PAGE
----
Cutting through the hype about
cloud vs. on-premise software
Over the past year or so, there has been a lot of noise and hype in the marketplace surrounding
SaaS (software as a servic...
also provide a solution developer/consultant to ensure you have the optimal solution for your
business.

Cost and total co...
System Availability
If your internet service is not available, mission critical information is lost to your team, until se...
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On premise vs cloud software

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On premise vs cloud software

  1. 1. Cutting through the hype about cloud vs. on-premise software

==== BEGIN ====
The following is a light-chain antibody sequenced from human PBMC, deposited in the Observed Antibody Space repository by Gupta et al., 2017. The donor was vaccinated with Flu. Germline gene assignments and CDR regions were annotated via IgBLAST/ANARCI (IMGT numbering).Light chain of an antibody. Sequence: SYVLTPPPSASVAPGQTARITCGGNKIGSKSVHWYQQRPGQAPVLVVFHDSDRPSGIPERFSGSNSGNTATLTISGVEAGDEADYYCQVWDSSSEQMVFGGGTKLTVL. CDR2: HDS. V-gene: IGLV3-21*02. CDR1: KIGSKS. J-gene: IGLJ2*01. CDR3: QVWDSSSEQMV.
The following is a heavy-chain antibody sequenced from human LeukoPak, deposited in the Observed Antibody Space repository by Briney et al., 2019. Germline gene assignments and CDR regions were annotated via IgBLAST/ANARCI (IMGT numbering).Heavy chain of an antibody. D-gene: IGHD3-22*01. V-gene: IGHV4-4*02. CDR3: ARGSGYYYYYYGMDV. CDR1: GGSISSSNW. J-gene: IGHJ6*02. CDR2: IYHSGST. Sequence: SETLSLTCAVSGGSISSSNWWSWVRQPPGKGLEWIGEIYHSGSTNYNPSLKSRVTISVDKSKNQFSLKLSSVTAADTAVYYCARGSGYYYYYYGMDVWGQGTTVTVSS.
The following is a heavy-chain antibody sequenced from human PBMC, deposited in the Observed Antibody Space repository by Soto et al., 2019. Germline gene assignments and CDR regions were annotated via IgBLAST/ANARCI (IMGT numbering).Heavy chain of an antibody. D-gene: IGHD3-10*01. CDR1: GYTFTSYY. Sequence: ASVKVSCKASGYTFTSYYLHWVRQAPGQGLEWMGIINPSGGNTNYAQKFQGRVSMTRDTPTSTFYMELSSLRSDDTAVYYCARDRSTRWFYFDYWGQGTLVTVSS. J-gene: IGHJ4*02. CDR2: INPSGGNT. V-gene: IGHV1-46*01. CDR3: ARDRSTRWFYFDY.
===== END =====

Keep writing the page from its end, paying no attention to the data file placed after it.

2. 2. Over the past year or so, there has been a lot of noise and hype in the marketplace surrounding SaaS (software as a service) or cloud-based software. At TCM, we are soon going to launch our hybrid software to give our clients the option of choosing what data they prefer to remain on premise and which information can be shared on the cloud. As such, we feel that we can provide a neutral analysis of the pros and cons of each type of software to help our clients and prospective customers cut through the clutter and make an informed decision based on fact not hype. The Hype Information Management (an online technology magazine) recently ran an article by Justin Kern, in which Kern asked a number of researchers to review their Business Intelligence predictions for 2013 after six months into the year. Principal analyst at Nucleus Research, Hyoun Park, had made a bold prediction that business intelligence adoption would “explode as 2013 unfolded”, due to rapid adoption of cloud-based software. Mid-point through the year, Park acknowledges that only certain sectors of BI are growing quickly, and that the vendors which provide full analytics functionality are still focused on selling “traditional on-premise infrastructure”, because “they are not following the easy money”. So, not everyone is buying cloud-based BI software and on-premise software is still very much in demand and available. Data security Loss of data, unauthorised access and misconfiguration are frequently raised as concerns surrounding cloud-based software. Some analysts have also pointed out that large cloud vendors could present a more visible target to hackers. However, data security is a concern for any business, and due diligence is essential. Many businesses are opting for partial cloud solutions, while retaining their most sensitive data on-premise. Access Data stored in the cloud is easily accessed. This means that security concerns need to be adequately addressed with respect to the type information stored off-premise, and the levels of authorisation and access to that data. On-premise data is also easily accessed, and appropriate security measures should also be established. Scalability Scalability is always a major concern for growing companies. While many cloud software products are scalable, many on-premise solutions are also highly scalable. Many on-premise providers will